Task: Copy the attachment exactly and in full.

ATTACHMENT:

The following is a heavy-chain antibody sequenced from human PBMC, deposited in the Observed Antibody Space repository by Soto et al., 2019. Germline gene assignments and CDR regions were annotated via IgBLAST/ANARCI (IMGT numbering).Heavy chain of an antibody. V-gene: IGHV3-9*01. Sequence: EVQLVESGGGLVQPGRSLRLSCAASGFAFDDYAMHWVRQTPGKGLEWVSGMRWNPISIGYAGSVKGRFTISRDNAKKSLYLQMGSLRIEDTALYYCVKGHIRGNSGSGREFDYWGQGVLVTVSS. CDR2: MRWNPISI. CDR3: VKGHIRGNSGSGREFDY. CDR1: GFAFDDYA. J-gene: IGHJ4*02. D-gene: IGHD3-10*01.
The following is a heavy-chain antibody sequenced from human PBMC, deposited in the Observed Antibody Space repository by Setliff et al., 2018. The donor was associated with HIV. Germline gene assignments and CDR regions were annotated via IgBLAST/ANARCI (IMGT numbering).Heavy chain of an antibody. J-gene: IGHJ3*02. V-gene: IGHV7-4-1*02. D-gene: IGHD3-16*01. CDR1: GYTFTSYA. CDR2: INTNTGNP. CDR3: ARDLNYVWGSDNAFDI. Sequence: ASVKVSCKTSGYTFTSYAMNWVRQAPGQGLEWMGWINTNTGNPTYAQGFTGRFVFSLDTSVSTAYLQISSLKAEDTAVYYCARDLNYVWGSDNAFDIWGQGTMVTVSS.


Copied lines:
The following is a heavy-chain antibody sequenced from human PBMC, deposited in the Observed Antibody Space repository by Soto et al., 2019. Germline gene assignments and CDR regions were annotated via IgBLAST/ANARCI (IMGT numbering).Heavy chain of an antibody. V-gene: IGHV3-9*01. Sequence: EVQLVESGGGLVQPGRSLRLSCAASGFAFDDYAMHWVRQTPGKGLEWVSGMRWNPISIGYAGSVKGRFTISRDNAKKSLYLQMGSLRIEDTALYYCVKGHIRGNSGSGREFDYWGQGVLVTVSS. CDR2: MRWNPISI. CDR3: VKGHIRGNSGSGREFDY. CDR1: GFAFDDYA. J-gene: IGHJ4*02. D-gene: IGHD3-10*01.
The following is a heavy-chain antibody sequenced from human PBMC, deposited in the Observed Antibody Space repository by Setliff et al., 2018. The donor was associated with HIV. Germline gene assignments and CDR regions were annotated via IgBLAST/ANARCI (IMGT numbering).Heavy chain of an antibody. J-gene: IGHJ3*02. V-gene: IGHV7-4-1*02. D-gene: IGHD3-16*01. CDR1: GYTFTSYA. CDR2: INTNTGNP. CDR3: ARDLNYVWGSDNAFDI. Sequence: ASVKVSCKTSGYTFTSYAMNWVRQAPGQGLEWMGWINTNTGNPTYAQGFTGRFVFSLDTSVSTAYLQISSLKAEDTAVYYCARDLNYVWGSDNAFDIWGQGTMVTVSS.